Furthermore, Fury’s Hollow weapons, as well as her whip and crossblade, can be upgraded by gathering the previously mentioned resources scattered all over the different regions and bringing them to returning character Ulthane the Maker. Enhancements that can be found in certain areas can be attached to any of the weapons to offer them extra perks, like draining health from enemies, providing attack damage bonuses, and increasing Wrath (magic energy) generation per hit, to name a few, and these enhancements can also be upgraded by Ulthane.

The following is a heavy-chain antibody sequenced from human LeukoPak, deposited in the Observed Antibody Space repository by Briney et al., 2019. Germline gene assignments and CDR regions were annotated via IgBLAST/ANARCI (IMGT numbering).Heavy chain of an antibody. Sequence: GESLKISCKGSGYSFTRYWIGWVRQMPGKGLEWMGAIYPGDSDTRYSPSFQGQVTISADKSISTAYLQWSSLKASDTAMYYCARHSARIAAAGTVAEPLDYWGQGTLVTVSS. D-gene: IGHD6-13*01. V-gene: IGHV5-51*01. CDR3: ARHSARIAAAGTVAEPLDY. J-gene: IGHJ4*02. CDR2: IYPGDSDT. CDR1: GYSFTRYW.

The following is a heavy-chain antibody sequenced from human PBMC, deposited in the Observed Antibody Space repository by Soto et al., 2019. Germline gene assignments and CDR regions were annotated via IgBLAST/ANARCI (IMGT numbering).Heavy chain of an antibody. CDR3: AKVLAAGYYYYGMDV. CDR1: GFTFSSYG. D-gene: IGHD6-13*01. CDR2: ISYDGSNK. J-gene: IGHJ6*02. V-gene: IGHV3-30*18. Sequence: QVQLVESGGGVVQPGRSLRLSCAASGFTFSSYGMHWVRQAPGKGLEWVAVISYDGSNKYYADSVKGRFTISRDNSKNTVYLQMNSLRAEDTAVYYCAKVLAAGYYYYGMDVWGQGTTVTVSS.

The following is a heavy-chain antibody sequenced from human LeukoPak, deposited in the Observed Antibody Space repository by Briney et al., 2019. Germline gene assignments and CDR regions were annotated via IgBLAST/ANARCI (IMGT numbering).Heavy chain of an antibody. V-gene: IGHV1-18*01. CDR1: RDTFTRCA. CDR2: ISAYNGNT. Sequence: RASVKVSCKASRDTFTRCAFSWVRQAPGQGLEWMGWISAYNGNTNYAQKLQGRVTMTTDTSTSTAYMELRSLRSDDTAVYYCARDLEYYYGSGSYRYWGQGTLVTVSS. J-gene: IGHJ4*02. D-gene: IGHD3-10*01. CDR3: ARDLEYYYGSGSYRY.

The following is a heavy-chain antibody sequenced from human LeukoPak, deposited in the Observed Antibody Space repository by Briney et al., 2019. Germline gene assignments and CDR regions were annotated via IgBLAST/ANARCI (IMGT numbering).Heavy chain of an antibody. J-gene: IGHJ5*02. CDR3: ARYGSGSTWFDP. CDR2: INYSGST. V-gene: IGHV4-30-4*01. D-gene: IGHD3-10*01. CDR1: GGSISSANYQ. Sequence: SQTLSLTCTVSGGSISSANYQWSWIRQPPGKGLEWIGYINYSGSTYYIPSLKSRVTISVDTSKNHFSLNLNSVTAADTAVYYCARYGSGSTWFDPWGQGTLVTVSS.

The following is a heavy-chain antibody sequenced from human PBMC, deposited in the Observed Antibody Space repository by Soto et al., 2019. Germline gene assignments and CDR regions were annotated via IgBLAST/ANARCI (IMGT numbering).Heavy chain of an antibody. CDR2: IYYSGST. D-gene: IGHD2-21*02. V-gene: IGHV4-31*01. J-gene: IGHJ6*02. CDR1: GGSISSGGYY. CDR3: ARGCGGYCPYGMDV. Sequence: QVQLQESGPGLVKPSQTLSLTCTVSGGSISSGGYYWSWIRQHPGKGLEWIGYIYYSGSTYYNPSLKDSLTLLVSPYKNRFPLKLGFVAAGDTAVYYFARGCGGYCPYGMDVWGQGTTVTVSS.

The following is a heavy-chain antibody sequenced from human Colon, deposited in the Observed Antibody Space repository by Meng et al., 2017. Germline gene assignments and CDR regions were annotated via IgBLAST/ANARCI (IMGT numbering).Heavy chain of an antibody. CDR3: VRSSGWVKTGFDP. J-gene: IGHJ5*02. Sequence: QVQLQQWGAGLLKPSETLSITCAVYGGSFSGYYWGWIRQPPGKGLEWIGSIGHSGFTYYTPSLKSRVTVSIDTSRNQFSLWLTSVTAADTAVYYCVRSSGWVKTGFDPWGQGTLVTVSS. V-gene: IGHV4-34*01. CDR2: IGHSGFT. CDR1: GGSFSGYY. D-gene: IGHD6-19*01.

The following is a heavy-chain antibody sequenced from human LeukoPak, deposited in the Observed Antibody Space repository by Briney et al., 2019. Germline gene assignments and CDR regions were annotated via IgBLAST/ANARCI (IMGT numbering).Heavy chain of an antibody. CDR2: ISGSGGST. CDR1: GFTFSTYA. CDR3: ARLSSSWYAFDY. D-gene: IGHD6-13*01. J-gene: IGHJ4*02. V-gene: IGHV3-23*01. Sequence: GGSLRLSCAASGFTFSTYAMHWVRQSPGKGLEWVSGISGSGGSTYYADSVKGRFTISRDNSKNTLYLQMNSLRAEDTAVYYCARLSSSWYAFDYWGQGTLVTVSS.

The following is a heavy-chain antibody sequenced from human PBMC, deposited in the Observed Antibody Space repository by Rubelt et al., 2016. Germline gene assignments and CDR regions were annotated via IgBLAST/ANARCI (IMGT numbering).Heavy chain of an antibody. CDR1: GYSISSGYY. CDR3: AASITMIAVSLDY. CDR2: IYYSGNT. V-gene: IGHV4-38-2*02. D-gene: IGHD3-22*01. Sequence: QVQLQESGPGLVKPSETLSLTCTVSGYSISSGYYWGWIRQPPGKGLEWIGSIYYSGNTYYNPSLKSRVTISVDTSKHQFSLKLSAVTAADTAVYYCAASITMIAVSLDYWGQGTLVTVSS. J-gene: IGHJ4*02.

As for Fury herself, her stats can be upgraded by feeding souls taken from fallen enemies to other returning character Vulgrim like in the first Darksiders (no more of that “gilt” currency from Darksiders II). Give Vulgrim enough souls, and you’ll gain an attribute point to spend on any of Fury’s three main stats: health, physical attack damage, and arcane attack damage. This is a far simpler setup than the more RPG-heavy stat management introduced in Darksiders II, but it works just fine for this game and leaves you looking at a menu screen for a much shorter period of time. I will say though that an option to respec your stats, while not necessary, would have been welcomed. You can also use souls to buy health items, support items (items that temporarily increase attack damage, defense, etc.), and certain resources, or you can sell unneeded items to Vulgrim for more souls. And if that wasn’t enough, Vulgrim’s Serpent Holes (which are rather generously scattered around the world) can be used to fast travel between the different regions very much like in the first game. The last Serpent Hole you used will also be where Fury will respawn should an enemy manage to kill her, similarly to how bonfires function in the Souls games (or the shrines in Nioh; I only bring that game up since I have played that game but none of the Souls games…sue me).